Stephen Wilhite, the inventor of the GIF, passed away last week from COVID at the age of 74. In his obituary page we learn some previously unknown bits of information about the inventor such as that he liked camping, traveling, and was known to be a humble and kind man. Left out of the obituary, but made abundantly clear in the majority of the write-ups pertaining to his passing, is that we’ve all been saying GIF wrong.
Although Wilhite has never waivered on the fact that the correct pronunciation of his most famous invention is “JIF,” and not “GIF,” as it’s most widely used, the general public continue to wake every morning and choose chaos none-the-less, trudging forth with their own preferred “GIF” realities.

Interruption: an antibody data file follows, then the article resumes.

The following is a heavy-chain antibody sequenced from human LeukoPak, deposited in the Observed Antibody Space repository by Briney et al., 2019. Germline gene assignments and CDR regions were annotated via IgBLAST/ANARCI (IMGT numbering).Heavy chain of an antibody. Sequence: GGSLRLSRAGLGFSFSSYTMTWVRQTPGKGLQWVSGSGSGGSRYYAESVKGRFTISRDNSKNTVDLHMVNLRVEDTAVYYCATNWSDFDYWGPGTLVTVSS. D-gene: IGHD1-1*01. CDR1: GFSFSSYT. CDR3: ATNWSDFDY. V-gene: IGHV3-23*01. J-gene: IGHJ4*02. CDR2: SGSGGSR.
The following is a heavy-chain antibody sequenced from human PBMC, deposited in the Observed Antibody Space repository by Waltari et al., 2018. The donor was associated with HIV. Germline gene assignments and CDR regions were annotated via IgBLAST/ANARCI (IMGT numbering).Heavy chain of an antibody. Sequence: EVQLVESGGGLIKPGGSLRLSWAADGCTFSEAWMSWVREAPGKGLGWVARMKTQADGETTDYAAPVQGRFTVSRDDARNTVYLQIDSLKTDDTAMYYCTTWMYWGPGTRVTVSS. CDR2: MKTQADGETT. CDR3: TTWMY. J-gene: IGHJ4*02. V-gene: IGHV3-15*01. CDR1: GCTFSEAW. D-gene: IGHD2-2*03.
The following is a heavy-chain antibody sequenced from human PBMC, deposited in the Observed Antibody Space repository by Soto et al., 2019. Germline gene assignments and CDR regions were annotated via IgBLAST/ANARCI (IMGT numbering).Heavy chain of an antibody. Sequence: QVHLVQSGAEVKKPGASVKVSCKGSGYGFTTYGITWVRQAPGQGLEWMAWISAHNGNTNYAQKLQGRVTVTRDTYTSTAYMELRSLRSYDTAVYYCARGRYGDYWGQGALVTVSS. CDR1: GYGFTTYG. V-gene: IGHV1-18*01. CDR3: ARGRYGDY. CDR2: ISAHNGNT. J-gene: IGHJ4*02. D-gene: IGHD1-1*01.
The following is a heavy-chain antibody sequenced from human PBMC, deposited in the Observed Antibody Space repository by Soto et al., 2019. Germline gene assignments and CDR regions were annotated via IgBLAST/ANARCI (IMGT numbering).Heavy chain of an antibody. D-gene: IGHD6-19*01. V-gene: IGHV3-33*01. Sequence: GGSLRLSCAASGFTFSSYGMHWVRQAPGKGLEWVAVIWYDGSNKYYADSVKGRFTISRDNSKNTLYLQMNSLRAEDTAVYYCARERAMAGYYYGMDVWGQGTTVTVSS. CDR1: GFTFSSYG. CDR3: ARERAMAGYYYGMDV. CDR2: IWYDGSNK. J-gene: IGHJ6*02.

In a 2013 interview with The New York Times, Wilhite went on record clarifying the pronunciation, which most of us ignored, and will probably continue to do so.
“The Oxford English Dictionary accepts both pronunciations,” Mr. Wilhite said to The New York Times. “They are wrong. It is a soft ‘G,’ pronounced ‘jif.’ End of story.”
Here’s Wilhite doubling down on the correct pronunciation while accepting his Webby Lifetime Achievement Award:
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The GIF or, Graphics Interchange Format in full, was invented by Wilhite in the 1980s when he worked at CompuServe, according to The Verge. While the popular use of the GIF is to add humorous punctuation to a text or tweet, their intended use was to serve as a way to share quality graphics, in color, dial-up modems of the times be damned.
“He invented GIF all by himself — he actually did that at home and brought it into work after he perfected it,” Wilhite’s wife Kathaleen said in an interview with The Verge. “He would figure out everything privately in his head and then go to town programming it on the computer.”